Amos 9:12

Hebrew Bible

10 All the sinners among my people will die by the sword—the ones who say, ‘Disaster will not come near, it will not confront us.’ 11 “In that day I will rebuild the collapsing hut of David. I will seal its gaps, repair its ruins, and restore it to what it was like in days gone by. 12 As a result they will conquer those left in Edom and all the nations subject to my rule.” The Lord, who is about to do this, is speaking. 13 “Be sure of this, the time is coming,” says the Lord, “when the plowman will catch up to the reaper, and the one who stomps the grapes will overtake the planter. Juice will run down the slopes; it will flow down all the hillsides. 14 I will bring back my people, Israel; they will rebuild the cities lying in rubble and settle down. They will plant vineyards and drink the wine they produce; they will grow orchards and eat the fruit they produce. Source

Date: 6th Century B.C.E. (based on scholarly estimates)

LXX Amos 9:13

Septuagint

11 All the sinners of my people shall die by the sword, who say, Calamities shall certainly not draw near, nor come upon us. 12 In that day I will raise up the tabernacle of David that is fallen, and will rebuild the ruins of it, and will set up the parts thereof that have been broken down, and will build it up as in the ancient days: 13 that the remnant of men, and all the Gentiles upon whom my name is called, may earnestly seek me, saith the Lord who does all these things. 14 Behold, the days come, saith the Lord, when the harvest shall overtake the vintage, and the grapes shall ripen at seedtime; and the mountains shall drop sweet wine, and all the hills shall be planted. 15 And I will turn the captivity of my people Israel, and they shall rebuild the ruined cities, and shall inhabit them; and they shall plant vineyards, and shall drink the wine from them; and they shall form gardens, and eat the fruit of them. Source

Date: 1st Century B.C.E. (based on scholarly estimates)

"... but Luke’s citation from Amos continues, “so that the rest of humanity might seek the Lord, and all the nations on whom my name has been invoked, says the Lord who is doing these things.” When we consult the LXX, we discover the words “the Lord” (ho kyrios) are absent. The LXX has simply, “the rest of humanity might seek.” Luke apparently has supplied the proper object of the seeking. What is even more striking, however, is the LXX’s having “that they might seek” (ekzetesosin) at all. In the MT of Amos 9:12, there is instead this: “that they may possess the remnant of Edom and all the nations who are called by my name, says the Lord who does this”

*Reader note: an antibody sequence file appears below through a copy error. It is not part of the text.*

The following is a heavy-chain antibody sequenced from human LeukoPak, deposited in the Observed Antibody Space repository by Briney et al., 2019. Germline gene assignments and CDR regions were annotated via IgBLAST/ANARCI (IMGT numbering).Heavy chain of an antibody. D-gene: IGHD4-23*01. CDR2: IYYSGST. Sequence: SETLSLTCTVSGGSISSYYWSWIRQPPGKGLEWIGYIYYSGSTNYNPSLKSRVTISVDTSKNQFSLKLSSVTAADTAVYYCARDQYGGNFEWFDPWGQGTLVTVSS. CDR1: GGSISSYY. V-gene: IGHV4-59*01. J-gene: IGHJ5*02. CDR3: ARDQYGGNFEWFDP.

... It appears that the LXX translators read the Hebrew [of Amos 9:12] before them as yîrsu (from yaras´, “possess”) as yidre˘rshû (from daras, “seek”), and they read ’edom (Edom) as ’adam (humanity). The MT of Amos envisaged a restored Davidic dynasty in an expansionist mode. The LXX changed it to a restored people that attracts humanity to itself. It is this sense, rooted entirely in the LXX but impossible in the Hebrew, that Luke has James exploit as a text that prefigures the attraction of the Gentiles into the “restored people of God” that is the Christian movement."

Johnson, Luke Timothy Septuagintal Midrash in the Speeches of Acts (pp. 17-18) Marquette University Press, 2002

* The use of references are not endorsements of their contents. Please read the entirety of the provided reference(s) to understand the author's full intentions regarding the use of these texts.

"... but Luke’s citation from Amos continues, “so that the rest of humanity might seek the Lord, and all the nations on whom my name has been invoked, says the Lord who is doing these things.” When we consult the LXX, we discover the words “the Lord” (ho kyrios) are absent. The LXX has simply, “the rest of humanity might seek.” Luke apparently has supplied the proper object of the seeking. What is even more striking, however, is the LXX’s having “that they might seek” (ekzetesosin) at all. In the MT of Amos 9:12, there is instead this: “that they may possess the remnant of Edom and all the nations who are called by my name, says the Lord who does this”

... It appears that the LXX translators read the Hebrew [of Amos 9:12] before them as yîrsu (from yaras´, “possess”) as yidre˘rshû (from daras, “seek”), and they read ’edom (Edom) as ’adam (humanity). The MT of Amos envisaged a restored Davidic dynasty in an expansionist mode. The LXX changed it to a restored people that attracts humanity to itself. It is this sense, rooted entirely in the LXX but impossible in the Hebrew, that Luke has James exploit as a text that prefigures the attraction of the Gentiles into the “restored people of God” that is the Christian movement."

Johnson, Luke Timothy Septuagintal Midrash in the Speeches of Acts (pp. 17-18) Marquette University Press, 2002

* The use of references are not endorsements of their contents. Please read the entirety of the provided reference(s) to understand the author's full intentions regarding the use of these texts.